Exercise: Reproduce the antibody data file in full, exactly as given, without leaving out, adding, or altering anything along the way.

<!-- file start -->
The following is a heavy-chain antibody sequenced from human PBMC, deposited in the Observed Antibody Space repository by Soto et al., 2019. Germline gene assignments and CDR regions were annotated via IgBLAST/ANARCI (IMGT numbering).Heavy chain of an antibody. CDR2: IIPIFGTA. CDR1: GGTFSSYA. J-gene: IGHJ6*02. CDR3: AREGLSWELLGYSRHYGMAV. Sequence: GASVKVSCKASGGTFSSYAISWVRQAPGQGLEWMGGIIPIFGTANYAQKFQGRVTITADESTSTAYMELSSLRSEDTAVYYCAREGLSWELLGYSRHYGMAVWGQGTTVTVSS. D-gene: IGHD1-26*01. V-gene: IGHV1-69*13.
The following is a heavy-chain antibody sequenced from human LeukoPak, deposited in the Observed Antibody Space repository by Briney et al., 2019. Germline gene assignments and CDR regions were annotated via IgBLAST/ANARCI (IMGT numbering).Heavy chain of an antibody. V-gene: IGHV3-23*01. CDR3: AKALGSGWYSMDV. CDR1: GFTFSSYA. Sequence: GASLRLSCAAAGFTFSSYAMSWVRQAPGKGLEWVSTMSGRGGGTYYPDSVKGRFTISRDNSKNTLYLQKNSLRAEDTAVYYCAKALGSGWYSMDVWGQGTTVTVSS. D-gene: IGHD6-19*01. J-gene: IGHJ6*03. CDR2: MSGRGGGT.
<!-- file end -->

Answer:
The following is a heavy-chain antibody sequenced from human PBMC, deposited in the Observed Antibody Space repository by Soto et al., 2019. Germline gene assignments and CDR regions were annotated via IgBLAST/ANARCI (IMGT numbering).Heavy chain of an antibody. CDR2: IIPIFGTA. CDR1: GGTFSSYA. J-gene: IGHJ6*02. CDR3: AREGLSWELLGYSRHYGMAV. Sequence: GASVKVSCKASGGTFSSYAISWVRQAPGQGLEWMGGIIPIFGTANYAQKFQGRVTITADESTSTAYMELSSLRSEDTAVYYCAREGLSWELLGYSRHYGMAVWGQGTTVTVSS. D-gene: IGHD1-26*01. V-gene: IGHV1-69*13.
The following is a heavy-chain antibody sequenced from human LeukoPak, deposited in the Observed Antibody Space repository by Briney et al., 2019. Germline gene assignments and CDR regions were annotated via IgBLAST/ANARCI (IMGT numbering).Heavy chain of an antibody. V-gene: IGHV3-23*01. CDR3: AKALGSGWYSMDV. CDR1: GFTFSSYA. Sequence: GASLRLSCAAAGFTFSSYAMSWVRQAPGKGLEWVSTMSGRGGGTYYPDSVKGRFTISRDNSKNTLYLQKNSLRAEDTAVYYCAKALGSGWYSMDVWGQGTTVTVSS. D-gene: IGHD6-19*01. J-gene: IGHJ6*03. CDR2: MSGRGGGT.